PURPOSE: The authors reviewed their experience with percutaneous placement of catheters into the peritoneal cavity for the administration of intraperitoneal chemotherapy to determine if their approach resulted in a lower complication rate than the reported 12%-16% rate and to demonstrate the technical advantages over surgically placed catheters. PATIENTS AND METHODS: Seventy-six patients with gastrointestinal or gynecologic malignancies underwent 152 procedures during a 20-month period. The catheters were used to deliver antineoplastic agents and, in some patients, to drain ascites. Catheter insertion was performed with local anesthesia and a modified Seldinger technique. A 5-F catheter was used in 89% of procedures; in the remainder, the catheter was of a larger caliber. RESULTS: The procedure was successful in 145 (95%) instances and failed in seven (5%) attempts because of peritoneal adhesions. The catheters remained in place for less than 2 days in 56%, 2-10 days in 25%, and more than 10 days in 19% of patients. One catheter remained in place for 15 weeks. Complications occurred in seven procedures (5%). Four cases of mild peritonitis responded to a brief course of intravenously administered antibiotics, and severe pain in two patients required premature catheter removal. A single case of inadvertent transcolonic catheter placement occurred without adverse sequelae to the patient. CONCLUSIONS: Intraperitoneal catheterization can be performed with local anesthesia by using a simple technique with a very low complication rate. The catheters can remain in place for prolonged periods without significant risks.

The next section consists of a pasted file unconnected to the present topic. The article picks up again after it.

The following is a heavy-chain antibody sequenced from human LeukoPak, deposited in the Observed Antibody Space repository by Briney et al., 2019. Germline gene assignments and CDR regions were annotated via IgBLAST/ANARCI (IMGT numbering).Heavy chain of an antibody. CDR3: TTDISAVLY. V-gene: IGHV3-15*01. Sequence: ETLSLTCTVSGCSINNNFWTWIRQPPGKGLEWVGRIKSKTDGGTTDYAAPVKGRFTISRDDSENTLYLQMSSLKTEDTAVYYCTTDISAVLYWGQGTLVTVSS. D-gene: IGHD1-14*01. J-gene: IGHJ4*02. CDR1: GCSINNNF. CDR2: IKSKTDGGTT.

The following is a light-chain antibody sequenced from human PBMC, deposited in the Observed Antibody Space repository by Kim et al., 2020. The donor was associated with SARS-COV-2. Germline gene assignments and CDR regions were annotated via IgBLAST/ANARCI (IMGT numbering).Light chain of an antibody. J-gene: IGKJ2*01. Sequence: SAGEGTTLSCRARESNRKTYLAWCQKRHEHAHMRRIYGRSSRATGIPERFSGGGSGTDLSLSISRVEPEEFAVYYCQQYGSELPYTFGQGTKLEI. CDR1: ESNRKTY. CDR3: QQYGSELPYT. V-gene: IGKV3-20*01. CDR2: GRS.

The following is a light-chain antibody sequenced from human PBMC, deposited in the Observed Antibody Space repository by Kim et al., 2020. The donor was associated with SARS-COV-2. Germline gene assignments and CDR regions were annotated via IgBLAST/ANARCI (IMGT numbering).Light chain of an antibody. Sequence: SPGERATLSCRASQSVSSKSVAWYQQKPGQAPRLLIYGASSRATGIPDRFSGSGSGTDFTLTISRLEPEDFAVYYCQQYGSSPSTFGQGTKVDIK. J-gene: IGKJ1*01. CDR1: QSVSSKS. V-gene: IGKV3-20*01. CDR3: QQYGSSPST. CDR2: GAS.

|Original language||English (US)|
|Number of pages||6|
|Journal||Journal of vascular and interventional radiology : JVIR|
|State||Published - Mar 1993|
ASJC Scopus subject areas
- Radiology Nuclear Medicine and imaging
- Radiological and Ultrasound Technology